A claim of restoration of civil rights is in the nature of an affirmative defense. As a result, once a prior felony conviction and corresponding loss of civil rights is proven by the government, as with any other factual condition, the presumption is that that condition remains. See Jackson, 57 F.3d at 1016 ("[W]here affirmative defenses are created through statutory exceptions, the ultimate burden of persuasion remains with the prosecution, but the defendant has the burden of going forward with sufficient evidence to raise the exception as an issue.") (quoting United States v. Laroche, 723 F.2d 1541, 1543 (11th Cir.), cert. denied, 467 U.S. 1245 (1984)). It is up to the defendant to raise the issue and produce evidence showing that changed circumstances make the original condition inapplicable. See Jackson, 57 F.3d at 1017; Flower, 29 F.3d at 535. Defendant has not done so here.

Thus, upon de novo review, see, e.g., United States v. Three Juveniles, 61 F.3d 86, 87 (1st Cir.1995) (reviewing de novo issues of interpretation of federal criminal statute), we find no error of law, since the government was not required to show the validity of his past conviction in order to prove a violation of § 922(g)(1). United States v. Bartelho, 71 F.3d 436, 440-41 (1st Cir.1995) (footnote omitted).

There are a few federal courts that have been called on to characterize the § 921(a)(33)(B) inquiry. In United States v. Akins the Ninth Circuit addressed whether the defendant knowingly and intelligently waived the right to counsel for purposes of § 922(g)(9) after the District Court had denied a motion to dismiss the indictment on this ground and the jury convicted the defendant. 276 F.3d 1141 (9th Cir. 2002). It dubbed § 921(a)(33)(B)(i) "a statutory defense," id. at 1145 and, relying on the Bartelho 's and Flower's discussion of § 921(a)(20), reasoned, that "[b]ecause § 921(a)(33)(B)(i)(I) is a legal definition, its application presents a question of law to be decided by the trial judge." Id. at 1146.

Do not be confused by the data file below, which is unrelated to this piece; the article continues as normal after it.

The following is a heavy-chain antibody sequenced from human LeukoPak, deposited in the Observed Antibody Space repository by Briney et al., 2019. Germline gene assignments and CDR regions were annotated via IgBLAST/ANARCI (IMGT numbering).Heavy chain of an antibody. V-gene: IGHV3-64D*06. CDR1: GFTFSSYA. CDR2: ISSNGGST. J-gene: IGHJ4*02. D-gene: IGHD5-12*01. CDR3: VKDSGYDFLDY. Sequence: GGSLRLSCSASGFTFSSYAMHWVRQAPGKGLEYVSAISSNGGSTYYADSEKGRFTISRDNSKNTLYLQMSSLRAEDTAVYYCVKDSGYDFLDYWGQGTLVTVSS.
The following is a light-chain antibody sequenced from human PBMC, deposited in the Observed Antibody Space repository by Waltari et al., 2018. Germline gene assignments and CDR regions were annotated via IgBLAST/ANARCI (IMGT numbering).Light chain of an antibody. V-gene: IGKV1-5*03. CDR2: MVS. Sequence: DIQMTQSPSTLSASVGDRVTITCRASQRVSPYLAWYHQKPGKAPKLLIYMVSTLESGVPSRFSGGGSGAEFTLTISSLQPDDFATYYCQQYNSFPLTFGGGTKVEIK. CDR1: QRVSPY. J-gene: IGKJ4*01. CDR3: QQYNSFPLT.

The Eighth Circuit has also approached this question as one of law to be answered by the Court rather than the jury. In United States v. Smith, 171 F.3d 617, 622 (8th Cir. 1999) the Court of Appeals concluded "as a matter of law" that the record for the state court domestic violence conviction indicated that there was a voluntary and knowing waiver of right to counsel. This determination was made in the context of a direct appeal of a conditional § 922(g)(9) guilty plea in which defendant challenged the District Court's denial of his motion to dismiss the indictment that raised, among other things, the application of § 921(a)(33)(B)(i). Id.

Other than Akins and Smith I unearthed only three other District Court decisions dealing in any meaningful way with the question of how to go about the § 921(a)(33)(B)(i) inquiry. In United States v. Pfeifer, 206 F. Supp. 2d1002 (D. S.D. 2002) a District Court within the Eighth Circuit was called upon to rule on a defendant's motion to dismiss the criminal case 2 premised on § 921(a)(33)(B)(i) challenge to a state simple assault conviction. Id. at 1004-05. In that case the parties stipulated that the Magistrate Judge could receive and consider the records pertaining to the state conviction and the court entertained "lengthy oral argument." 206 F. Supp. 2d at 1005. The court determined as a matter of law that the colloquy between the defendant and the court established that Pfeifer knowingly and intelligently waived his right to counsel and his right to a jury trial at the time of his state plea of guilty to the domestic assault charge. Id. at 1007.